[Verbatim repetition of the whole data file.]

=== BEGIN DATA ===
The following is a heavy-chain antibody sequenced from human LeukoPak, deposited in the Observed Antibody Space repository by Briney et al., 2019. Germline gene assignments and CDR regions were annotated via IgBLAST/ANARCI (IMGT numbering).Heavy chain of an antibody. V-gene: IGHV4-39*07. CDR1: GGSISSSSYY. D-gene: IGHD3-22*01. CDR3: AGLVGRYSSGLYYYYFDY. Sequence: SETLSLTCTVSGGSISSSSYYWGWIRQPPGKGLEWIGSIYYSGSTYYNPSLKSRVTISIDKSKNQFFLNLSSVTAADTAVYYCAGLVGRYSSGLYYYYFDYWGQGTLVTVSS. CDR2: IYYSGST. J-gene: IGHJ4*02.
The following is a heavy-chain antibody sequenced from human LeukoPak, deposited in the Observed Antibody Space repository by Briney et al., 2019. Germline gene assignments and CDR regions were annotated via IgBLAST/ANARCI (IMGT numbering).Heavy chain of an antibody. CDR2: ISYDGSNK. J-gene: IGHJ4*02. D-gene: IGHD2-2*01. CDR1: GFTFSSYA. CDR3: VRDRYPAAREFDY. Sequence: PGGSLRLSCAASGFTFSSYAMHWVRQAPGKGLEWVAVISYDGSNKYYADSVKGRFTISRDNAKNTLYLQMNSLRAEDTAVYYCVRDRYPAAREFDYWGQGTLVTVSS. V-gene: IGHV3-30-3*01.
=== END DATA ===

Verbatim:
The following is a heavy-chain antibody sequenced from human LeukoPak, deposited in the Observed Antibody Space repository by Briney et al., 2019. Germline gene assignments and CDR regions were annotated via IgBLAST/ANARCI (IMGT numbering).Heavy chain of an antibody. V-gene: IGHV4-39*07. CDR1: GGSISSSSYY. D-gene: IGHD3-22*01. CDR3: AGLVGRYSSGLYYYYFDY. Sequence: SETLSLTCTVSGGSISSSSYYWGWIRQPPGKGLEWIGSIYYSGSTYYNPSLKSRVTISIDKSKNQFFLNLSSVTAADTAVYYCAGLVGRYSSGLYYYYFDYWGQGTLVTVSS. CDR2: IYYSGST. J-gene: IGHJ4*02.
The following is a heavy-chain antibody sequenced from human LeukoPak, deposited in the Observed Antibody Space repository by Briney et al., 2019. Germline gene assignments and CDR regions were annotated via IgBLAST/ANARCI (IMGT numbering).Heavy chain of an antibody. CDR2: ISYDGSNK. J-gene: IGHJ4*02. D-gene: IGHD2-2*01. CDR1: GFTFSSYA. CDR3: VRDRYPAAREFDY. Sequence: PGGSLRLSCAASGFTFSSYAMHWVRQAPGKGLEWVAVISYDGSNKYYADSVKGRFTISRDNAKNTLYLQMNSLRAEDTAVYYCVRDRYPAAREFDYWGQGTLVTVSS. V-gene: IGHV3-30-3*01.